Although marijuana withdrawal typically lasts one to two weeks, some marijuana users experience several weeks or months of withdrawal symptoms, known as Post-Acute Withdrawal Syndrome (PAWS).
One person’s experience of cannabis withdrawal might be quite different from another’s, and the severity depends on a whole host of factors, including frequency of use as well as overall health. However, there are certain common withdrawal symptoms that usually occur within 24 to 72 hours of stopping heavy use.
Although many regular smokers of marijuana do not believe they are addicted to the drug, many former marijuana users report drug cravings in the early days of abstinence. The experience of cravings will vary from person to person, but tend to include a persistent desire to use the substance.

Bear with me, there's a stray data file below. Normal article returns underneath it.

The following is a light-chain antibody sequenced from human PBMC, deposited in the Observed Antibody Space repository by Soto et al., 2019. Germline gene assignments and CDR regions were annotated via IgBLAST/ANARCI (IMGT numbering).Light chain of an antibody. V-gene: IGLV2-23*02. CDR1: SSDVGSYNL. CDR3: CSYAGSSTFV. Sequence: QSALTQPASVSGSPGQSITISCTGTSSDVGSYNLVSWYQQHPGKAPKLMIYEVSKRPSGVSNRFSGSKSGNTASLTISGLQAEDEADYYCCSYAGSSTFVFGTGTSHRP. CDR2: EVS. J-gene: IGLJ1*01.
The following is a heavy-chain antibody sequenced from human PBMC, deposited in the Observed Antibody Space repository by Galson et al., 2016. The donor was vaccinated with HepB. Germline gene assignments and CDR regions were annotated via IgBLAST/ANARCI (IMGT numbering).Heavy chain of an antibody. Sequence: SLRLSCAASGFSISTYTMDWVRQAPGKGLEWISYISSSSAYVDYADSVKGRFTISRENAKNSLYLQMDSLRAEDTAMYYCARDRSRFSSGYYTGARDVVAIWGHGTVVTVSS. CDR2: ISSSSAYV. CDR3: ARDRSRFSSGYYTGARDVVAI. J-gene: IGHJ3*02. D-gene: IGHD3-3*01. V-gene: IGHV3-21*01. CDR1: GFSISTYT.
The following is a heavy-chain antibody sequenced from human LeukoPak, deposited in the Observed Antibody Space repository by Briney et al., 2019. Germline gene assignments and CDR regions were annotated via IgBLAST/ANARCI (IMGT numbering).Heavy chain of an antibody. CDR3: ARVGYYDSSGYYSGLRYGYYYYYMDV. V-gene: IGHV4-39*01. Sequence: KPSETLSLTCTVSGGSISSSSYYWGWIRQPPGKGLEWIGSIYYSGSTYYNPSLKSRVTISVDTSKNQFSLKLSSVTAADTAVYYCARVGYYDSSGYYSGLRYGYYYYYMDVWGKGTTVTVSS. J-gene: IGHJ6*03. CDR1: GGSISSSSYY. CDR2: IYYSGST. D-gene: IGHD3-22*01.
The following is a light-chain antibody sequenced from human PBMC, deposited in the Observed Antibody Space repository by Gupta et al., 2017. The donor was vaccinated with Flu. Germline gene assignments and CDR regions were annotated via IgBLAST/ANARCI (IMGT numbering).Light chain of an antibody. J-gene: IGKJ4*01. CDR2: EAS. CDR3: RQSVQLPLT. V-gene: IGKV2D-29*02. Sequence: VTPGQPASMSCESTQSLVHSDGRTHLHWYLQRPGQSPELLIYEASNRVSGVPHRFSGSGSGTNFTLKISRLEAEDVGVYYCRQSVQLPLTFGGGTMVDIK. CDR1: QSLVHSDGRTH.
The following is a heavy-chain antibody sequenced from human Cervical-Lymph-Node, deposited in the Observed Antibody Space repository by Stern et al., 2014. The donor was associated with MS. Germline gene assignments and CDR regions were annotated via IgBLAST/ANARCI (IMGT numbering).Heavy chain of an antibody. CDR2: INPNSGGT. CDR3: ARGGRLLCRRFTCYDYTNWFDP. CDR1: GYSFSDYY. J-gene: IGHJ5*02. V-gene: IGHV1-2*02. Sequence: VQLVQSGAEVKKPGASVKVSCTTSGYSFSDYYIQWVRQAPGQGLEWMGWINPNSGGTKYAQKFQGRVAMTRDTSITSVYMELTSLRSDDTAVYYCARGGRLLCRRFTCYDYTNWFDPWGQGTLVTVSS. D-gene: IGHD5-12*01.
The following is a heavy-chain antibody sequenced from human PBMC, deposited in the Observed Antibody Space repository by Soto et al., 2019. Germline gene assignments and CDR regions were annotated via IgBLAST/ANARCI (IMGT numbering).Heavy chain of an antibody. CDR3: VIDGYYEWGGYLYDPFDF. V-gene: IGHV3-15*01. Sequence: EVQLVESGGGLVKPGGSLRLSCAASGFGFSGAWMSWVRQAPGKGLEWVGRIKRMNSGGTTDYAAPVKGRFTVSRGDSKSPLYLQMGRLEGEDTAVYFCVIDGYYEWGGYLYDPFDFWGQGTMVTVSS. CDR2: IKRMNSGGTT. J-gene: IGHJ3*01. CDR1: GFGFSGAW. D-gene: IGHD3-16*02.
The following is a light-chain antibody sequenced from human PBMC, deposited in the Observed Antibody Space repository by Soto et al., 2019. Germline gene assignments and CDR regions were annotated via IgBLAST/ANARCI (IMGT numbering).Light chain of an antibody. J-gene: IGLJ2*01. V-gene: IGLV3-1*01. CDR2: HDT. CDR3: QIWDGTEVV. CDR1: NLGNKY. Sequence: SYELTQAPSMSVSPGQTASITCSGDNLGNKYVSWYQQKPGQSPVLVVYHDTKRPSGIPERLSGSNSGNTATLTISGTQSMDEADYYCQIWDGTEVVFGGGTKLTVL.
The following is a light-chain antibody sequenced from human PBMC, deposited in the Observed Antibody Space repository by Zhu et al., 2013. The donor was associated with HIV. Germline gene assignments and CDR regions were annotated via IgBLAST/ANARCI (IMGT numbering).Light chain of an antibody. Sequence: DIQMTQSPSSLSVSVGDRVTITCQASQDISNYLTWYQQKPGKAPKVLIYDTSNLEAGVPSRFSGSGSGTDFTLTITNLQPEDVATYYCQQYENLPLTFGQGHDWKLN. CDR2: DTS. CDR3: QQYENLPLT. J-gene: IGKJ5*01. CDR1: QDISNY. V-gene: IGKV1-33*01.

This is a hallmark of addiction, whether it’s heroin, alcohol, gambling, or sex addiction. In one study, 75.7% of participants trying to quit reported an intense craving for marijuana.
Irritability can range from mild and relatively easy to control annoyance to excessive anger and even aggression. This is a normal reaction to withdrawing from marijuana.
If the irritability lasts for more than a week, it is a good idea to seek support from a doctor, drug counselor, or psychologist, as the symptom may be part of another issue that your cannabis use was masking.
More than half of those who try to quit marijuana report mood swings, irritability, or anxiety. Others report aggression, nervousness, restlessness, and a loss of concentration.
Anxiety can be a symptom of both cannabis intoxication and cannabis withdrawal. The distinctive paranoid feelings that occur when high on marijuana are well known among users,.